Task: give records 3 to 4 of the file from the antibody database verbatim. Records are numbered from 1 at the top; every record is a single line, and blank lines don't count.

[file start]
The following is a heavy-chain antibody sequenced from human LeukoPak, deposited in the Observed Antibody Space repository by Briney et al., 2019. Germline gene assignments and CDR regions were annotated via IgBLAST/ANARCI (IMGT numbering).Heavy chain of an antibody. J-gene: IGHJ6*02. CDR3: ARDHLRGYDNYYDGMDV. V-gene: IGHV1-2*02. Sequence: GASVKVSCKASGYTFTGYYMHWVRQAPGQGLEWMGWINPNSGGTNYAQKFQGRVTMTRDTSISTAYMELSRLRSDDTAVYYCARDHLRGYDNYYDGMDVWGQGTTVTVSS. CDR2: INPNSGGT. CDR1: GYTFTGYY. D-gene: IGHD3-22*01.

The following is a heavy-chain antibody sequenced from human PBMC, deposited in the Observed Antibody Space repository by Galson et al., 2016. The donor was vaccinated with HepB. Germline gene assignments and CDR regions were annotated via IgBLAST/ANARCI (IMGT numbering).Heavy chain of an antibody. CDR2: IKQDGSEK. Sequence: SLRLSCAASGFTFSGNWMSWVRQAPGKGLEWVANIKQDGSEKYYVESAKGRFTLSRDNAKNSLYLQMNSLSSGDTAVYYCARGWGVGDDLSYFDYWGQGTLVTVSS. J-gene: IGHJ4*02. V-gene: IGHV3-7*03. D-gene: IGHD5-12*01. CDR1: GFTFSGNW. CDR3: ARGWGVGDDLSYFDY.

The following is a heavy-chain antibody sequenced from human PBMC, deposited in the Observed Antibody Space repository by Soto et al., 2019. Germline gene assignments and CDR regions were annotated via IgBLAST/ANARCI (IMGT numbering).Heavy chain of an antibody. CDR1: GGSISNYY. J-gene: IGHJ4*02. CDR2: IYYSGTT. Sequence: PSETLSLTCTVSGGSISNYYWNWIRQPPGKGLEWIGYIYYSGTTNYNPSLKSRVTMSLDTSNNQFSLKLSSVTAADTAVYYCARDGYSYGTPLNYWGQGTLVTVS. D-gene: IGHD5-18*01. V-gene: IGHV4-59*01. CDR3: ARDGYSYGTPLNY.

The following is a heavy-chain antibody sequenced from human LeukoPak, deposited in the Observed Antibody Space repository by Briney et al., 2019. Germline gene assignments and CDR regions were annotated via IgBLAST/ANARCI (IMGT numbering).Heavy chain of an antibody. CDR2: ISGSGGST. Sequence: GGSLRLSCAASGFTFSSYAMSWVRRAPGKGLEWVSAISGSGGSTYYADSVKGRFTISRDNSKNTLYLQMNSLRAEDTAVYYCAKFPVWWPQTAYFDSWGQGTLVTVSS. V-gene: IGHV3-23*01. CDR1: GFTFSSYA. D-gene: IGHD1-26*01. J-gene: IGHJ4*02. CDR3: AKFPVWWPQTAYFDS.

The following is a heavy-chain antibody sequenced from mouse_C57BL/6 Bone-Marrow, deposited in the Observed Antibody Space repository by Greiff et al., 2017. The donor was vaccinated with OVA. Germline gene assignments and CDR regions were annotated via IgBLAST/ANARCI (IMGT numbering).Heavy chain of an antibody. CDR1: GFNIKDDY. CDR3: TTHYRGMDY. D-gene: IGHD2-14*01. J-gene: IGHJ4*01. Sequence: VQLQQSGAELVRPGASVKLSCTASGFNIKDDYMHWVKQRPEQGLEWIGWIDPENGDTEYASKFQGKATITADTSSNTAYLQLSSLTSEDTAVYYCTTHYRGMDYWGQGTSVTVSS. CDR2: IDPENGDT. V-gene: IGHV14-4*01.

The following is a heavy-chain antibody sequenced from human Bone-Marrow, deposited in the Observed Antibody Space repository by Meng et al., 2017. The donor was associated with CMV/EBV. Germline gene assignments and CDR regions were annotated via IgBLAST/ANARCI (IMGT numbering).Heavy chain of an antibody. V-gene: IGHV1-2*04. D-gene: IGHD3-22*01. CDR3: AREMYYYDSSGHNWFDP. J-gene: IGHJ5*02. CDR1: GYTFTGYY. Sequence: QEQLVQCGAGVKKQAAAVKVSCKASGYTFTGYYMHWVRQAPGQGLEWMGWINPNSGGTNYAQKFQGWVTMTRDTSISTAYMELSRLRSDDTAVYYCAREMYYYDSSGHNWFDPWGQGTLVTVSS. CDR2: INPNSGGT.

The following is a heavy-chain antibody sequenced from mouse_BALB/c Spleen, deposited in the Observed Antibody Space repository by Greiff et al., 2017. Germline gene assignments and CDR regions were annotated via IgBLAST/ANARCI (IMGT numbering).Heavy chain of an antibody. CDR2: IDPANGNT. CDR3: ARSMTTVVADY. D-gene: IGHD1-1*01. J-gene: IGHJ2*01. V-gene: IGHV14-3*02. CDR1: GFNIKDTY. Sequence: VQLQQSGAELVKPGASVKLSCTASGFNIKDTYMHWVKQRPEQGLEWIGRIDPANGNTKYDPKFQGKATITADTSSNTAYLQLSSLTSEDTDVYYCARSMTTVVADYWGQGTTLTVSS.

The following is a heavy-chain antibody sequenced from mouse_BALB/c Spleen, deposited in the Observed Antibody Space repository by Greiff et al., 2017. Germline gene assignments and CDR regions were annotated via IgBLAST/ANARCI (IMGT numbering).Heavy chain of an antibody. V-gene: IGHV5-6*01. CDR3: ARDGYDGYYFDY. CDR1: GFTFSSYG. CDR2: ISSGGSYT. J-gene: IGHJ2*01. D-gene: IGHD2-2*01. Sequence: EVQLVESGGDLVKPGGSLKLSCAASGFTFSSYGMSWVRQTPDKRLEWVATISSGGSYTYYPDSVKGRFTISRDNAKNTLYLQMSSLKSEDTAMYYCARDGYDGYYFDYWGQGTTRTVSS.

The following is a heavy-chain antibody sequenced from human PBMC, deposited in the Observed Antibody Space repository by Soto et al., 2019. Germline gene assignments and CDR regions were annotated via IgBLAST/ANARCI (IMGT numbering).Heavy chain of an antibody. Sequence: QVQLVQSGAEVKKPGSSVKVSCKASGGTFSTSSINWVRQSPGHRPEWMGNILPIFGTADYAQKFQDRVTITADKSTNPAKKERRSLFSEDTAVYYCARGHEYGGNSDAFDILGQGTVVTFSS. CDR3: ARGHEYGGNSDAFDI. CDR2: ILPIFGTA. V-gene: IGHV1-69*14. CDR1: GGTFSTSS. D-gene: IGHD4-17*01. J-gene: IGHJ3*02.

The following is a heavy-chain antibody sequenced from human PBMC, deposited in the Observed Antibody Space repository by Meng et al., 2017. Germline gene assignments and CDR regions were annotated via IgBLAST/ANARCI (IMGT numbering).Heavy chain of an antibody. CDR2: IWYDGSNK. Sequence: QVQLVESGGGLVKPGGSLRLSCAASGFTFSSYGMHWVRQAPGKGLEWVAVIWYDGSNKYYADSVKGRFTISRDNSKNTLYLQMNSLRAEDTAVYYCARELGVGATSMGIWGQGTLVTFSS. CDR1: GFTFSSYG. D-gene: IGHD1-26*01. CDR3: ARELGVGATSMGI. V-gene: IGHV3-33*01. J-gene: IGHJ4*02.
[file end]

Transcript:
The following is a heavy-chain antibody sequenced from human PBMC, deposited in the Observed Antibody Space repository by Soto et al., 2019. Germline gene assignments and CDR regions were annotated via IgBLAST/ANARCI (IMGT numbering).Heavy chain of an antibody. CDR1: GGSISNYY. J-gene: IGHJ4*02. CDR2: IYYSGTT. Sequence: PSETLSLTCTVSGGSISNYYWNWIRQPPGKGLEWIGYIYYSGTTNYNPSLKSRVTMSLDTSNNQFSLKLSSVTAADTAVYYCARDGYSYGTPLNYWGQGTLVTVS. D-gene: IGHD5-18*01. V-gene: IGHV4-59*01. CDR3: ARDGYSYGTPLNY.

The following is a heavy-chain antibody sequenced from human LeukoPak, deposited in the Observed Antibody Space repository by Briney et al., 2019. Germline gene assignments and CDR regions were annotated via IgBLAST/ANARCI (IMGT numbering).Heavy chain of an antibody. CDR2: ISGSGGST. Sequence: GGSLRLSCAASGFTFSSYAMSWVRRAPGKGLEWVSAISGSGGSTYYADSVKGRFTISRDNSKNTLYLQMNSLRAEDTAVYYCAKFPVWWPQTAYFDSWGQGTLVTVSS. V-gene: IGHV3-23*01. CDR1: GFTFSSYA. D-gene: IGHD1-26*01. J-gene: IGHJ4*02. CDR3: AKFPVWWPQTAYFDS.